The aim of NeXOS is to develop innovative, economical, compact and integrative multifunctional instruments that can be utilised in various mobile and fixed measurement systems and platforms.
The most varied types of measurement instruments are therefore developed: from passive acoustic sensors to optical sensors and biogeochemical sensors.
All sensors developed by NeXOS will be equipped with a standard communication protocol (Sensor Web Enablement / SWE). This will make it possible for different platforms to automatically recognise the installed interchangeable measurement instruments – comparable to a home PC that, thanks to "Plug and Play" standards, recognises connected components such as printers.
The Department of In Situ Measurement Systems is further developing the PSICAM zusammen mit der Universität Oldenburg und der Firma TRIOS weiter und optimiert es für den Betrieb in mobilen Systemen wie der FerryBox.
In addition, instruments for measuring the carbon cycle (pH values, alkalinity and CO2 concentrations) are under further optimisation in cooperation with Norwegian partners until the instruments are ready for production.
Further information can be found on the NeXOS website.
The concentration and composition of single-celled algae (phytoplankton) is an important measurement variable for describing water quality. These algae can be recognised based on their genetic make-up (DNA and RNA).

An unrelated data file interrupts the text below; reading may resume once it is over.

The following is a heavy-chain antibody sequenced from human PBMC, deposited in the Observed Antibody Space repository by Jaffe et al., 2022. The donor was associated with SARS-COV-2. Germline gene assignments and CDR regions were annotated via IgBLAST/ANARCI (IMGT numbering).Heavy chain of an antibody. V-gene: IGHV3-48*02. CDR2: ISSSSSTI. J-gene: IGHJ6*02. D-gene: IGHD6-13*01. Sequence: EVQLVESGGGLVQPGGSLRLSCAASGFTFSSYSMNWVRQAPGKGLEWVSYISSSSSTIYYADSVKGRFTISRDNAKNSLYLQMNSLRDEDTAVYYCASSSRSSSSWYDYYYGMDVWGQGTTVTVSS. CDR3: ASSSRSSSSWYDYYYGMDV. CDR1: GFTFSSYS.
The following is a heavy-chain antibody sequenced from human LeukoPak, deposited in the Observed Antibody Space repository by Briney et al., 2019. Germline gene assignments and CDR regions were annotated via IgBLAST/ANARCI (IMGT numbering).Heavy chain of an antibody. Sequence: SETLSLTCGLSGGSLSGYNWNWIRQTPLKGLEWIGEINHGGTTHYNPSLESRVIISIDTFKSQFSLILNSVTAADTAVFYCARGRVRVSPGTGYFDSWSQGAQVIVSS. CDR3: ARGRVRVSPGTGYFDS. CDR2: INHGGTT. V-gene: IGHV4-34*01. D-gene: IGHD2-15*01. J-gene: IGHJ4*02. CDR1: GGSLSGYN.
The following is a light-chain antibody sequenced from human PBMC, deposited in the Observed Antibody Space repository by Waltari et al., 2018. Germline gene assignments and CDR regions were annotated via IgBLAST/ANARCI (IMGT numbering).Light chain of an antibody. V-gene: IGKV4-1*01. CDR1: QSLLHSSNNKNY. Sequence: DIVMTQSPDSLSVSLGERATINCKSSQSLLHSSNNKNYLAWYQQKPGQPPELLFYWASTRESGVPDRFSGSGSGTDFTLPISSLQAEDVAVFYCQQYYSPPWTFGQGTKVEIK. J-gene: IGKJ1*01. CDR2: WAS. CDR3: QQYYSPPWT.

Biomolecular methods for determining DNA and RNA are especially important in phytoplankton research. The methods also enable scientists to identify organisms that are too small to be detected using conventional microscopy. Furthermore, the methods are simple, fast and suitable for routine use.
Within the framework of the EU project EnviGuard, the Alfred Wegner Institute (AWI) is further developing a biosensor for detecting phytoplankton and optimising it for use in FerryBox systems. The instrument will include automated sampling and sample processing.
The biosensor is based on the biomolecular method referred to as “sandwich hybridisation”. The principle is shown in the following schematic:
This method can be applied to many different algae simultaneously.
The data obtained provides information about the distributions, variety and temporal progression of various types of phytoplankton.
The Department of In Situ Measurements is tasked with testing and optimising the biosensor on the FerryBox systems.
Further information can be found on the EnviGuard website.
The environment in the Yellow Sea, between China and the Korean Peninsula, has been dramatically impacted in the last few decades. These environmental changes are now to be continuously observed. To this end, the project “Economical Methods for Observing Water Quality in the Northern Yellow Sea" was founded and is supported by the Federal Ministry of Education and Research.
The Department of In Situ Measurements possesses an automated, economical measurement system for large-scale observation with their FerryBox.
Together with the Institute of Coastal Research in Yantai, China, a ferry line in the Bohai Bay demonstrates the applicability of the FerryBox for observing water quality in the Yellow Sea.
Chinese scientists visit the HZG for exchanging knowledge and for training in use of the FerryBox, whereas the Department of In Situ Measurements, with the aid of a portable FerryBox, operates various measurement campaigns on board a ferry in the Bohai Bay during different seasons.
The aim is to establish economical and continuous large-scale water quality observations in the Yellow Sea with the aid of FerryBoxes and other observational methods.